ACV is lauded for its myriad benefits, but it is important to keep a few things in mind. For starters, it's not some kind of miracle drug, and its benefits are strongly linked to a generally healthy and varied lifestyle. Consequently, while it can certainly enhance our health, it probably won't transform it. Secondly, it is, nonetheless, a powerful substance. It contains plenty of goodies, but it's also highly acidic! If you're sensitive to acid or have pre-existing conditions, ACV could worsen your symptoms or prevent healing.
The key is portion control: if you want to try adding ACV to your diet, small, diluted doses are the best way. Whether you drink it with water or sprinkle it on salad, it's sure to do more good than harm!
However, let's dive into some potential side-effects of ACV before exploring safe ways to consume it.
ACV's highly acidic nature can be difficult to tolerate for some people, causing stomach pains and general discomfort. Not everyone will struggle with this. However, people with ulcerative colitis, inflammation in their digestive tract, or who are simply prone to stomach aches might find that ACV exacerbates these pre-existing issues.
Be Cautious of your Kidneys
Again, this primarily relates to people with pre-existing kidney conditions. Any sort of weakened or immunocompromised kidneys will be further damaged by anything high in acid content, so steer clear of ACV and other vinegars!
Float your Bloat
It's well known that ACV delays stomach emptying, leading to feeling fuller longer and promoting weight loss. However, it can also cause bloating, gas and nausea, which are highly uncomfortable symptoms. If you start having these reactions to ACV, it's probably a good idea to give it a miss.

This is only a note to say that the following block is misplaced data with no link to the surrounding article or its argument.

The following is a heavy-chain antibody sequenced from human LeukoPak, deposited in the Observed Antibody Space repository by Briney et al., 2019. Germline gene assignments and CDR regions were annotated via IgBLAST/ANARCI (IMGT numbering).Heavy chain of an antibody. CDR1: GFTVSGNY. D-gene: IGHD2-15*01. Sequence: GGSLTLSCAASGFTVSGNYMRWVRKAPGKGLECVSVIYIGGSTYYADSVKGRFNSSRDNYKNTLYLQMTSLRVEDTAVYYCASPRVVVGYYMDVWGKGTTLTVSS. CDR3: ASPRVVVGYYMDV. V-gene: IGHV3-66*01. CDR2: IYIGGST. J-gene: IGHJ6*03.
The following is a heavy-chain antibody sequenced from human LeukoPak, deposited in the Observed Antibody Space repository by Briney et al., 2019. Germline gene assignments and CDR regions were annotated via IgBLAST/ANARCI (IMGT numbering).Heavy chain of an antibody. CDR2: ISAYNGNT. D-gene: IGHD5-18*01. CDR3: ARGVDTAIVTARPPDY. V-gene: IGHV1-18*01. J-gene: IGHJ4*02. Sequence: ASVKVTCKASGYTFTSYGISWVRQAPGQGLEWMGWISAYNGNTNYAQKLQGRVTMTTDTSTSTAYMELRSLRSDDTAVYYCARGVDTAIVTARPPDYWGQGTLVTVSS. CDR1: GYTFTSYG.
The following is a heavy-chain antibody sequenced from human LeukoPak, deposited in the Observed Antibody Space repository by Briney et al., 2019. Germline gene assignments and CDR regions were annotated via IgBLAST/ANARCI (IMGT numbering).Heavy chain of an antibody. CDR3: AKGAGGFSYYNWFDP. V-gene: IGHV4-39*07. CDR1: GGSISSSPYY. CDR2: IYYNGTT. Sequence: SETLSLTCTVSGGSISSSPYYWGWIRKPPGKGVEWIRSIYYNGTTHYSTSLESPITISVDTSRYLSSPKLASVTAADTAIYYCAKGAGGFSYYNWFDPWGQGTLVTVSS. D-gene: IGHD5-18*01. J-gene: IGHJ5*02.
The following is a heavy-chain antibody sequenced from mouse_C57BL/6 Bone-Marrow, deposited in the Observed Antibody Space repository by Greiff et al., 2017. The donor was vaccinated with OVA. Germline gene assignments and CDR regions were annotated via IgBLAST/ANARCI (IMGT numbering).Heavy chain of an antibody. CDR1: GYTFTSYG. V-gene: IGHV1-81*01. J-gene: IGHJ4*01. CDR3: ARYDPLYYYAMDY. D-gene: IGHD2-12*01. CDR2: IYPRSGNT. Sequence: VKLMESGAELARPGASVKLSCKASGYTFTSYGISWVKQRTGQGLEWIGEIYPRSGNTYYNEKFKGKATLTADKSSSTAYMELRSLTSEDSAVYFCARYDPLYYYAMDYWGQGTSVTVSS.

Furthermore, delayed gastric emptying can worsen gastroparesis symptoms, a common condition in people with Type I diabetes causing bloating, heartburn, and nausea.
Any diets that include a high acid content have been shown to damage your tooth enamel. Furthermore, there is little remedy for this condition other than cosmetic repairs! Over-consumption of ACV can therefore contribute to dental damage, but the risk is only high if you consume it undiluted.
Symptoms generally include aching or sensitive teeth, and eventually, cavities.
Interactions with Other Drugs
ACV's links to delayed gastric emptying mean that it can have a substantial impact on medication. If you take medication that needs to be absorbed within a specific timeframe, it's probably a good idea to avoid ACV. Further, extra caution is required if you're taking diuretics, insulin, blood pressure drugs or laxatives.
The moral of the story is: make sure to consult your GP if you intend to add ACV to your diet!
Many of the side-effects linked with ACV revolve around pre-existing conditions and over-consumption of the undiluted vinegar. However, suppose you still want to add ACV to your diet. In that case, some very simple workarounds are available to you: consult your GP, and always dilute small quantities of ACV before consuming it. If you drink it with a straw, this will also limit contact with teeth, thereby preventing enamel damage.